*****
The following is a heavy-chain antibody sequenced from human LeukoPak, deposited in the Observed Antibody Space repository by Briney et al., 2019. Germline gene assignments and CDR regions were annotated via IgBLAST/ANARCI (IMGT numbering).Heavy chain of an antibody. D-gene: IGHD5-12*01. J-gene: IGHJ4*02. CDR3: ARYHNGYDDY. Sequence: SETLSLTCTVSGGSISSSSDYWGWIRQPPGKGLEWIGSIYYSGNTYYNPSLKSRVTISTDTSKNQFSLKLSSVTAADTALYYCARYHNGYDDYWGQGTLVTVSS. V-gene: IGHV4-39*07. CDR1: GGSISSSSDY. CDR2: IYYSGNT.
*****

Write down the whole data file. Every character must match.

The following is a heavy-chain antibody sequenced from human LeukoPak, deposited in the Observed Antibody Space repository by Briney et al., 2019. Germline gene assignments and CDR regions were annotated via IgBLAST/ANARCI (IMGT numbering).Heavy chain of an antibody. D-gene: IGHD5-12*01. J-gene: IGHJ4*02. CDR3: ARYHNGYDDY. Sequence: SETLSLTCTVSGGSISSSSDYWGWIRQPPGKGLEWIGSIYYSGNTYYNPSLKSRVTISTDTSKNQFSLKLSSVTAADTALYYCARYHNGYDDYWGQGTLVTVSS. V-gene: IGHV4-39*07. CDR1: GGSISSSSDY. CDR2: IYYSGNT.